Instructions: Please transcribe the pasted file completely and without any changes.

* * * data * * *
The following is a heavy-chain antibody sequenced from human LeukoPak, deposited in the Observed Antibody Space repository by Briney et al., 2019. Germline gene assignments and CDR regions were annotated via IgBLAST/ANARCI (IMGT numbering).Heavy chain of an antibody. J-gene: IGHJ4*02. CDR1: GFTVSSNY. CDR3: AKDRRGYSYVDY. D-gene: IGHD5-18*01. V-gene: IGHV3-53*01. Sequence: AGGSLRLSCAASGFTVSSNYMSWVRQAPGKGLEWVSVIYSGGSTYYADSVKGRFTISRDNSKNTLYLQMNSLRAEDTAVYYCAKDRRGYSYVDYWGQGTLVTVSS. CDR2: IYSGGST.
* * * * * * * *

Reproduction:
The following is a heavy-chain antibody sequenced from human LeukoPak, deposited in the Observed Antibody Space repository by Briney et al., 2019. Germline gene assignments and CDR regions were annotated via IgBLAST/ANARCI (IMGT numbering).Heavy chain of an antibody. J-gene: IGHJ4*02. CDR1: GFTVSSNY. CDR3: AKDRRGYSYVDY. D-gene: IGHD5-18*01. V-gene: IGHV3-53*01. Sequence: AGGSLRLSCAASGFTVSSNYMSWVRQAPGKGLEWVSVIYSGGSTYYADSVKGRFTISRDNSKNTLYLQMNSLRAEDTAVYYCAKDRRGYSYVDYWGQGTLVTVSS. CDR2: IYSGGST.